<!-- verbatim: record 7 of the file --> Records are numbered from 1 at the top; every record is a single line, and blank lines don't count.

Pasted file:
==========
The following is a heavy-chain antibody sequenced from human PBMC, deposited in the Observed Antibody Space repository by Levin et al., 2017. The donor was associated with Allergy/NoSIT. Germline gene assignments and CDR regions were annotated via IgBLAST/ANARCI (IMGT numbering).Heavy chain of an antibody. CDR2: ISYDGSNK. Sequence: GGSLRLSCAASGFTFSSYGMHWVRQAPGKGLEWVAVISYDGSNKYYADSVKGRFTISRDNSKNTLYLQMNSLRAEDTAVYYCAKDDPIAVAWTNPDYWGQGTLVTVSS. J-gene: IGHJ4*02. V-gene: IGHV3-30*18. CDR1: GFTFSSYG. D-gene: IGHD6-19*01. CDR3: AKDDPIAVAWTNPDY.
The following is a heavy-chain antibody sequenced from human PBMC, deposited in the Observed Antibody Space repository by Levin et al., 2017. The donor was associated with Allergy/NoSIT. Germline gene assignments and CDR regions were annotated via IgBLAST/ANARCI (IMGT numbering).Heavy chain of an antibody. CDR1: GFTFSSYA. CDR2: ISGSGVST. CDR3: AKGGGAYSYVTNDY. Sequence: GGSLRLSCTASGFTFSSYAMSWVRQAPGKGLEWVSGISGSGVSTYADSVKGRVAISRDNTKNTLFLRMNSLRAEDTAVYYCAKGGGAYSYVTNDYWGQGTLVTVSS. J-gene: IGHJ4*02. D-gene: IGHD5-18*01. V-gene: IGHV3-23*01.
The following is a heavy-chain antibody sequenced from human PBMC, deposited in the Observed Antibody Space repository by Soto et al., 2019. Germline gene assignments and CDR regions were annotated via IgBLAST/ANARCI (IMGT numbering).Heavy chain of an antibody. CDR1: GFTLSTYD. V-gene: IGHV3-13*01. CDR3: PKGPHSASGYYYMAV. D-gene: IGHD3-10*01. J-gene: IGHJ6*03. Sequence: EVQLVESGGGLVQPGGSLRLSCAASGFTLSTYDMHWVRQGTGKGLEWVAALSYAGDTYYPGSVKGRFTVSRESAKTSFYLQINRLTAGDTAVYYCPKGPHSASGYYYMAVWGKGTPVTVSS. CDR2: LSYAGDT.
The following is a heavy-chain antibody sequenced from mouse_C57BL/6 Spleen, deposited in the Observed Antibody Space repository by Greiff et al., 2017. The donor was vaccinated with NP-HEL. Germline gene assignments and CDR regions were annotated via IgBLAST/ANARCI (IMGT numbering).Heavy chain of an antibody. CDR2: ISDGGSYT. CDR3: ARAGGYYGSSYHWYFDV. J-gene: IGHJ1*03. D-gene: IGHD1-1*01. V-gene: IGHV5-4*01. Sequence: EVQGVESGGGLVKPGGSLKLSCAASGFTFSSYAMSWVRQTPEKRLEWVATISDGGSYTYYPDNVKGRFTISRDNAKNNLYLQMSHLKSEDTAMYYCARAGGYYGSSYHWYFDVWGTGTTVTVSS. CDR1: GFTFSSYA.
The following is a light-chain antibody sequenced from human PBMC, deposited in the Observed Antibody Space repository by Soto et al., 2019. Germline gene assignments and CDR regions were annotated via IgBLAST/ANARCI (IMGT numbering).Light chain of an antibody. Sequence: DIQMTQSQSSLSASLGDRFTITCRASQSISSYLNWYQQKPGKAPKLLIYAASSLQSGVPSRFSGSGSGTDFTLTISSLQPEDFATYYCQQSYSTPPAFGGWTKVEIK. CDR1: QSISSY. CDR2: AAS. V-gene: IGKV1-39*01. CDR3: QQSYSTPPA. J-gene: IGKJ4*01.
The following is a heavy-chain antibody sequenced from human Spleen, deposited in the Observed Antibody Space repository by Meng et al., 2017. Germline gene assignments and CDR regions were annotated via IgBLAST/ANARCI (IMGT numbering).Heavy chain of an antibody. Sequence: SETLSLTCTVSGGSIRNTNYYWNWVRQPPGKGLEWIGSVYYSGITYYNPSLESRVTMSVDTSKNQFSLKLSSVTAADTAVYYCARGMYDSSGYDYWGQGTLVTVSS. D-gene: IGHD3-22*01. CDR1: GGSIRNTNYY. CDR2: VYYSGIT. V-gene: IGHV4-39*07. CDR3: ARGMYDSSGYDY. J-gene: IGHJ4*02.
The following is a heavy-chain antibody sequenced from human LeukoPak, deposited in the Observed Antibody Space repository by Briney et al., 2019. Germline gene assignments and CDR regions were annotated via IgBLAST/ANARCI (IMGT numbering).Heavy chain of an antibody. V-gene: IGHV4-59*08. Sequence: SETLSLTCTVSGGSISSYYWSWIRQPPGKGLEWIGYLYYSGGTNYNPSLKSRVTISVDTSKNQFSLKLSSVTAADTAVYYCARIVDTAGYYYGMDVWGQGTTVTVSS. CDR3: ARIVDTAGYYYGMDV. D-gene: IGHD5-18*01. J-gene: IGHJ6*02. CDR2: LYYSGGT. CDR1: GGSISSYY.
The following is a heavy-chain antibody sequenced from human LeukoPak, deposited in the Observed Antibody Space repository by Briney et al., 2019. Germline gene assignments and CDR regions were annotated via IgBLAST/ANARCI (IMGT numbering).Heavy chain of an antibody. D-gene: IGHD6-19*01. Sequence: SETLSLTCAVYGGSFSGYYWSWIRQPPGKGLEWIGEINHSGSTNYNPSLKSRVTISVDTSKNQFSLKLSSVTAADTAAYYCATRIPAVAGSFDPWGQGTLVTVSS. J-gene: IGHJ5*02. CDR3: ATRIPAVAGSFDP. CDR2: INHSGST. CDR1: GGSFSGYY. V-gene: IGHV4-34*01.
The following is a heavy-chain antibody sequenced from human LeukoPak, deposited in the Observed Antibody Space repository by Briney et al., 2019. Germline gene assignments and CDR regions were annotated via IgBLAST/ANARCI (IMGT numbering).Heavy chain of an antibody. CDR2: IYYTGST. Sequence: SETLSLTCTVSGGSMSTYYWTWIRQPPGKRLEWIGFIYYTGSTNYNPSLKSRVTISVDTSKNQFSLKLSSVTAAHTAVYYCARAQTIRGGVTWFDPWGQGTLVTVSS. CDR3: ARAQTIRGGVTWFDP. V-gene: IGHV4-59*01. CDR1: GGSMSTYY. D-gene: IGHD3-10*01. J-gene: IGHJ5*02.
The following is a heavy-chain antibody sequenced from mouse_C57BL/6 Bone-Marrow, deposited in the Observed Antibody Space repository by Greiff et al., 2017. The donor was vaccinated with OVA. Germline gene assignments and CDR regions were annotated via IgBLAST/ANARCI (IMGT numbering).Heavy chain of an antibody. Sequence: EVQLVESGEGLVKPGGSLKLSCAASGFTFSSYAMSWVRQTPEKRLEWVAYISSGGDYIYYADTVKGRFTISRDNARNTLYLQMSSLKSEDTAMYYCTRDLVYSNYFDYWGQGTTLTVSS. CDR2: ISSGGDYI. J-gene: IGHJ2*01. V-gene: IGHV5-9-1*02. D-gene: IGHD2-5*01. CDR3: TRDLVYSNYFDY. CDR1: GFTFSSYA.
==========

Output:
The following is a heavy-chain antibody sequenced from human LeukoPak, deposited in the Observed Antibody Space repository by Briney et al., 2019. Germline gene assignments and CDR regions were annotated via IgBLAST/ANARCI (IMGT numbering).Heavy chain of an antibody. V-gene: IGHV4-59*08. Sequence: SETLSLTCTVSGGSISSYYWSWIRQPPGKGLEWIGYLYYSGGTNYNPSLKSRVTISVDTSKNQFSLKLSSVTAADTAVYYCARIVDTAGYYYGMDVWGQGTTVTVSS. CDR3: ARIVDTAGYYYGMDV. D-gene: IGHD5-18*01. J-gene: IGHJ6*02. CDR2: LYYSGGT. CDR1: GGSISSYY.